Other labels have similarly repositioned, and have reaped the rewards. For instance, the Paris based, LVMH-owned label Kenzo installed Humberto Leon and Carol Lim – founders of the successful Opening Ceremony retail chain – as creative directors in 2011 as part of an overall overhaul. Under their watch, Kenzo has evolved into something younger in feel and customer, and lighter in price.
“When Kenzo Takada founded the brand he dreamt of creating collections accessible to the street, and that idea of accessibility for consumers was something we were determined to bring back,” comment Leon and Lim. “There’s a real diversity in our price points – there are pieces in the collection for £30 and there are pieces for £3,000, but that £3,000 item looks like it’s worth it.” The offering, however, is weighted towards the former: walk into Kenzo’s refurbished store on London’s Bruton Street and merchandise costs hundreds, not thousands: signature sweatshirts cost £175; a Kalifornia clutch just £210.
Designers have offered alluring ranges of cut-price merch before, of course: in the 1980s and 1990s, the watchword was “diffusion” – lines that offered less intense (diffuse, geddit?) versions of catwalk styles. Accessible luxury labels, however, are the big kahuna. You’re not buying into a pinchbeck version of Tory Burch when you purchase a pair of £220 Reva flats with her cruciform double-T logo glistening on the toe (still the brand’s top-selling product in Selfridges). They’re the real deal, just like Kate Spade and Kenzo.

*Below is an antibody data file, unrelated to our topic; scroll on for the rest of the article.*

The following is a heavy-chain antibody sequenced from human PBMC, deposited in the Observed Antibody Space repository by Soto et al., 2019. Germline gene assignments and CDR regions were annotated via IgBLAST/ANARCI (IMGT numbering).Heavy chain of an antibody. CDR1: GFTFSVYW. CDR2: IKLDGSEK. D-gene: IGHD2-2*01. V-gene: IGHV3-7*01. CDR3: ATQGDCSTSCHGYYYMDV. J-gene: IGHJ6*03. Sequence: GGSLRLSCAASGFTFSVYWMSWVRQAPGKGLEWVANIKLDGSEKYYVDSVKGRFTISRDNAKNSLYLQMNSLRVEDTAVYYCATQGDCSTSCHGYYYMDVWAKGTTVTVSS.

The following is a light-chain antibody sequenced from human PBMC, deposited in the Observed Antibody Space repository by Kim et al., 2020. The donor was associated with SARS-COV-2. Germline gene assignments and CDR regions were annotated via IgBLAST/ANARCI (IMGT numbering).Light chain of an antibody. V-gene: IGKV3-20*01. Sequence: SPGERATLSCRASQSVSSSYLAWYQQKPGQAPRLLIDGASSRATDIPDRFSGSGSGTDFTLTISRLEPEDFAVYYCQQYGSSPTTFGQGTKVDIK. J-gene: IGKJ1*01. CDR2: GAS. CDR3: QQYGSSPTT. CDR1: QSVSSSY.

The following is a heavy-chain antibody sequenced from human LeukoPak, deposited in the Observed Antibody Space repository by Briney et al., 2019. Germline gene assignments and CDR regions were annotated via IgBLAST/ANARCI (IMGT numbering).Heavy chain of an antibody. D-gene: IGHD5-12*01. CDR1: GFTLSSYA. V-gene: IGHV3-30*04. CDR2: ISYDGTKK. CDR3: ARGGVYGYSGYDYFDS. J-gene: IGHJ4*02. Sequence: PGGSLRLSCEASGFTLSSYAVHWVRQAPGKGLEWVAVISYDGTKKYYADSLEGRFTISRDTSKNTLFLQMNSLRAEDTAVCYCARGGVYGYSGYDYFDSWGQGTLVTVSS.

Michael Kors is an anomaly, in that he still has a higher-priced line, and his accessible range is called Michael Michael Kors (and you only get the all-important latter two names on his £300-ish Selma, Ava and Cindy totes). But apparently, rather than cheapening his name, the tactic acts as a form of promotion. Selfridges have a newly opened mainline Kors boutique, saying that the accessible line has driven awareness – and demand – among luxury customers.
So, this all sounds very accessible. But is it really luxury? That’s the tricky question, when it’s obvious that certain corners are cut to ensure a bag retails at that all-important under-£1,000 price mark: materials may be slightly cheaper (a Tory Burch twill coat mixes polyester and acrylic with wool; a Kors jumper is equal parts mohair and nylon). Still, that issue is bypassed with utilitarian fabrics such as denim or cotton – so Kenzo has a range of “Kanvas” bags, for instance.
“It’s about hard-working easy-to-wear pieces that still have an incredibly luxe feel,” says Natalie Kingham, the buying director of MatchesFashion.com – which stocks accessibly priced ranges including Kenzo and Mansur Gavriel. She remarks that designers as varied as Marni, Valentino and Gucci have begun to offer pieces with similarly accessible (or maybe that should be competitive) prices. Their simpler handbags and denim-based separates offer “a strong fashion look and design in luxurious-feeling fabrics at more accessible price points,” she says – and it could be Tory Burch herself talking, in 2008. “I wanted to start a company that was a designer luxury brand that was accessible,” she said. “I love fashion. I love designer clothing, but I was tired of spending.” Spending too much, that is.
However, maybe it’s not about cost, or aspiration. These accessible brands are offering something new; at least, that’s an opinion one fashion buyer touted to me, after visiting an Asian outpost of her store where brands like Kors, Burch and Spade were dubbed “the new luxury”. They’re new, as they don’t have the heritage of an Hermès or Vuitton, but their approach is also new. Perhaps “accessible” isn’t the important term. Perhaps it’s the overused word “luxury” that needs a re-think. “Luxury to us is to be able to look at a runway show and say, ‘I can buy that’,” say Humberto Leon and Carol Lim of Kenzo. Maybe that’s new luxury, for the 21st century.